By The Associated Press
JACKSON — Attorney General Jim Hood has asked the Mississippi Supreme Court to reconsider its ruling that Gov. Haley Barbour’s late-term pardons were valid.
In a filing Thursday, Hood asked that the case be sent back to Hinds County Circuit Court.
Hood claims the court’s March 8 decision effectively determined the limits on the governor’s power are not reviewable.
The court had declared it would not intervene in a dispute between the executive and judicial branches. It said the determination of whether pardon applicants had met legal requirements was the sole power of the governor.
In his filing, Hood said that makes Mississippi’s the only Supreme Court in the nation to hold such a view. He argued the separation of powers doctrine does not prevent the court from reviewing whether the pardons were legal.
Hood contended in earlier arguments that some pardon recipients didn’t meet a constitutional mandate to publish their request for leniency.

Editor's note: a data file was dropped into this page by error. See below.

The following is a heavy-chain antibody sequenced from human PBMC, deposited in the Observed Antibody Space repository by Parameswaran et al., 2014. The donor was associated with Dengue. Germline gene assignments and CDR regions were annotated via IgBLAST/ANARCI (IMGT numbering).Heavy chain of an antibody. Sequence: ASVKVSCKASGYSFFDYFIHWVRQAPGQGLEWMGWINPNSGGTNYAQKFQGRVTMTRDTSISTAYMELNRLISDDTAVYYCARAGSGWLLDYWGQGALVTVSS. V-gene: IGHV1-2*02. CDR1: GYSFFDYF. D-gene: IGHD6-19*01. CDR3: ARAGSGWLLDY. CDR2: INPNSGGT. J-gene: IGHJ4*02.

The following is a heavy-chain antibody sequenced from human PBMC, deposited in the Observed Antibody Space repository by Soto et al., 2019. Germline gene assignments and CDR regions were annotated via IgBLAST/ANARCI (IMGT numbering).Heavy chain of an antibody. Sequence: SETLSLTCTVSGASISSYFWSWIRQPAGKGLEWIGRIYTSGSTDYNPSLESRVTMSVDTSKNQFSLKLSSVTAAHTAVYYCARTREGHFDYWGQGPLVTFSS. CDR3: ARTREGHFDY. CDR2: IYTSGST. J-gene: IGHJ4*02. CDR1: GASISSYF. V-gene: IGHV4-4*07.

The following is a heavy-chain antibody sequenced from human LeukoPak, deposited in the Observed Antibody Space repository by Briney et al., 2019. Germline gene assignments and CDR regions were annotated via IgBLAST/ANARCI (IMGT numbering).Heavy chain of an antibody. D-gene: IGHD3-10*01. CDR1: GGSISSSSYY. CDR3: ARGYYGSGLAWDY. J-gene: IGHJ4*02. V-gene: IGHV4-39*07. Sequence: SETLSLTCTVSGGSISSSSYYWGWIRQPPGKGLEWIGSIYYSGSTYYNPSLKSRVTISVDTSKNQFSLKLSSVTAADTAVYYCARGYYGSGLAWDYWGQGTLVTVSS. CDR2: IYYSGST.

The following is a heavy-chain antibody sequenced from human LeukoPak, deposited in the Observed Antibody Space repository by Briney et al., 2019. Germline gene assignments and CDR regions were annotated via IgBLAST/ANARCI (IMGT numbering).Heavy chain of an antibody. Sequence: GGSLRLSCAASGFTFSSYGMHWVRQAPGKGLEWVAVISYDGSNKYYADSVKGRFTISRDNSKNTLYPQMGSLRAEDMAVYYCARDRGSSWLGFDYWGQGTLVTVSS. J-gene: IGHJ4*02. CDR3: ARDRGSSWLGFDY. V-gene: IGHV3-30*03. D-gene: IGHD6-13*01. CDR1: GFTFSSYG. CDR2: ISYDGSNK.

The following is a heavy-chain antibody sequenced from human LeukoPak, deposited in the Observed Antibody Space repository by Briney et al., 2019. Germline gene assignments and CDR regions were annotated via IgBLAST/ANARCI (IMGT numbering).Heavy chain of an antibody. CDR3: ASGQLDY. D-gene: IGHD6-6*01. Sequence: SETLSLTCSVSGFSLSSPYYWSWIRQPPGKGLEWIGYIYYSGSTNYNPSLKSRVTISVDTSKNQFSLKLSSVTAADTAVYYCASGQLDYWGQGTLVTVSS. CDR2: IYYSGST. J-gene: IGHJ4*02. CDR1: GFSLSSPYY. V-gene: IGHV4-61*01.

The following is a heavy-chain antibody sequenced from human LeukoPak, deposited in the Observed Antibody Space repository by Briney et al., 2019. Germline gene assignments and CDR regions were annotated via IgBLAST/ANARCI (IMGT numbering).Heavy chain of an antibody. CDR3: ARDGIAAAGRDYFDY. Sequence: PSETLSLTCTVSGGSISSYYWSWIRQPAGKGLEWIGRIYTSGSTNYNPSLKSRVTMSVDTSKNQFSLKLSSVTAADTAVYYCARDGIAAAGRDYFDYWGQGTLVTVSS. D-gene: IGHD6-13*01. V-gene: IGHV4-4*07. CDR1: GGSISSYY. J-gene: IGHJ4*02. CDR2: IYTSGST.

In their 6-3 opinion on the pardons, the justices wrote “we are compelled to hold that — in each of the cases before us — it fell to the governor alone to decide whether the Constitution’s publication requirement was met.”
Barbour, a Republican, pardoned 198 people as his second term was ending earlier this year. The total included four convicted murderers and a robber who worked as inmate trusties at the Governor’s Mansion.
Hood — the only Democrat to hold major statewide elected office in Mississippi — had contended in arguments before the Supreme Court that the trusties and about 165 others hadn’t met the requirement that people seeking pardons must publish notices for 30 days in a newspaper.
At the heart of the dispute was Section 124 of the Mississippi Constitution, which says “no pardon shall be granted” by the governor until the convicted felon applying for the pardon publishes notice of that application for 30 days in a newspaper in or near the county where the crime was committed.
Hood contended that if ads weren’t run in daily papers every day for 30 days, or weekly newspapers once a week for five weeks, the pardons weren’t valid.
Barbour’s lawyer and the attorneys representing some pardon recipients had argued the governor’s pardon power can’t be challenged because of the separation of powers for different branches of government.